If you think the cost of food is going up you would be absolutely correct. The Associated Press reported that food prices rose 3.9 percent last month, the most since November 1974. Most of the increase was because harsh winter freezes in Florida, Texas and other Southern states damaged crops.
At the same time, global prices for corn, wheat, soybeans, coffee and other commodities have risen sharply in the past year. That's raised the price of animal feed, which has pushed up the cost of eggs, ground beef and milk.
I hear the grumbling and moaning in the grocery store line. Everybody is complaining, and these numbers bear out what we, the shopping public, already knew, the price of groceries is "through the roof."
This past Friday, recently elected Georgia Commissioner of Agriculture Gary Black made a quick stop in Statesboro. At the impromptu gathering hosted by Raybon Anderson, Black spoke about efficiencies and changes he was making in the department, as well as some of the challenges that he is facing.
I asked Black about the price of food, particularly since agriculture is such a large part of Georgia's economy. Black said the price of food is commodity driven, and the price of commodities such as corn and wheat remains very high.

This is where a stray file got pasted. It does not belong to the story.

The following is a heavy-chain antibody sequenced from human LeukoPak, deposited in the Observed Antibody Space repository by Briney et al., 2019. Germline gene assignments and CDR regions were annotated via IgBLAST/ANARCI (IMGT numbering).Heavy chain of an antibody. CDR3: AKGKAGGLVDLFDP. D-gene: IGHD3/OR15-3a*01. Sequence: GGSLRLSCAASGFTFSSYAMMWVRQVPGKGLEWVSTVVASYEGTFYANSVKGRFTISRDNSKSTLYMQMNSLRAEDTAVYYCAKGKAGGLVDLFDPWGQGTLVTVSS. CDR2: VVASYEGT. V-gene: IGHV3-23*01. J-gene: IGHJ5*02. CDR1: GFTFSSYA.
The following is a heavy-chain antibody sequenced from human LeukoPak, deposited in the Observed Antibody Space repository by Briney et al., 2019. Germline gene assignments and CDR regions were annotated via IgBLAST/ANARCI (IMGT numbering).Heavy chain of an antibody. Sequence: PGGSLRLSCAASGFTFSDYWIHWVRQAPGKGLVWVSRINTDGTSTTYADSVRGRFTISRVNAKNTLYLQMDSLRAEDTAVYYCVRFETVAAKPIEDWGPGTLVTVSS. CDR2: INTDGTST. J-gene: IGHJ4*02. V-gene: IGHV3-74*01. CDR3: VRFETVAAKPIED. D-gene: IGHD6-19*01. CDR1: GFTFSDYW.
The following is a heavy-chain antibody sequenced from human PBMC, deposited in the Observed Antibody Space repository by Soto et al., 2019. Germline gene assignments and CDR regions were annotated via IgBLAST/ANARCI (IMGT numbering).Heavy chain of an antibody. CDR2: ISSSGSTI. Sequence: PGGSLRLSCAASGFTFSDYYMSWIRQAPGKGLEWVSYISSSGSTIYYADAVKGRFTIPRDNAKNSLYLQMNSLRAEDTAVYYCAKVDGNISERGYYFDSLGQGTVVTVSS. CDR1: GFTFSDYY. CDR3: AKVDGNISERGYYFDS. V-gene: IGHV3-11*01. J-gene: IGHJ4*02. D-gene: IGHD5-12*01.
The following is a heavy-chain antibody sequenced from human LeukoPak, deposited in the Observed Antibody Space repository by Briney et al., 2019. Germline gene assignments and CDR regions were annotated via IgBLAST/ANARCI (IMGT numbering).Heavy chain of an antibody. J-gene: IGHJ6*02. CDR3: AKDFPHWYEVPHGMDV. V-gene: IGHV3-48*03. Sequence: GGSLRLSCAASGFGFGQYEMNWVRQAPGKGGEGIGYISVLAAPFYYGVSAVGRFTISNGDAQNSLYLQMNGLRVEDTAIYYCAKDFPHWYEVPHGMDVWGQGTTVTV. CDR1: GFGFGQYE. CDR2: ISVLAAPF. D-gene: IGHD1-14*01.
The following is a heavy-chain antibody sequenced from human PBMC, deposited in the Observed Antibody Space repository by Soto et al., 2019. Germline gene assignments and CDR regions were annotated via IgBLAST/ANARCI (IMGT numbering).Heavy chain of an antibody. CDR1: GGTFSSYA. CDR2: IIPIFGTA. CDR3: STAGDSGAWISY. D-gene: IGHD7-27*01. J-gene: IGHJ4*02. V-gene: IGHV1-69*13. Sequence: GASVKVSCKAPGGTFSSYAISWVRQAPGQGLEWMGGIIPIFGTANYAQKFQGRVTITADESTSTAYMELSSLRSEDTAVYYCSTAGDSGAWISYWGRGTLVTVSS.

That isn't news to local businessman Russell Rosengart, owner of 15 Sonic Drive-in restaurants across southeast Georgia.
"For the last year, Sonic has really worked to improve the quality of the food which has driven up our costs, and we haven't raised prices to offset it," Rosengart said. "I think it has been a very good thing, but now we are being hit with higher food costs on top of that. Just look at what the price of wheat has done to cost of a loaf of bread. You can imagine how we are being impacted."
Rosengart said that he believes the price of some of his menu items will have to go up, probably in May. "Frankly, I just don't see any way around it, particularly in light of higher fuel costs which impact the cost of goods delivered to us," he said. "I feel like we are getting hit on all sides."
Is there any good news here? Yes, Americans spend a much smaller portion of their budgets on food - about 14 percent - compared with 40 percent to 50 percent in developing countries, and we here in Bulloch County have excellent local crops from which to choose.
I can't wait for summer. Maybe the heat will bring some relief - in the cost of food, that is. You better believe, I will be shopping local.
So, until next Tuesday, I bid you au revoir.
Got a scoop for Jan? Call her at (912) 489-9463 or email her at firstname.lastname@example.org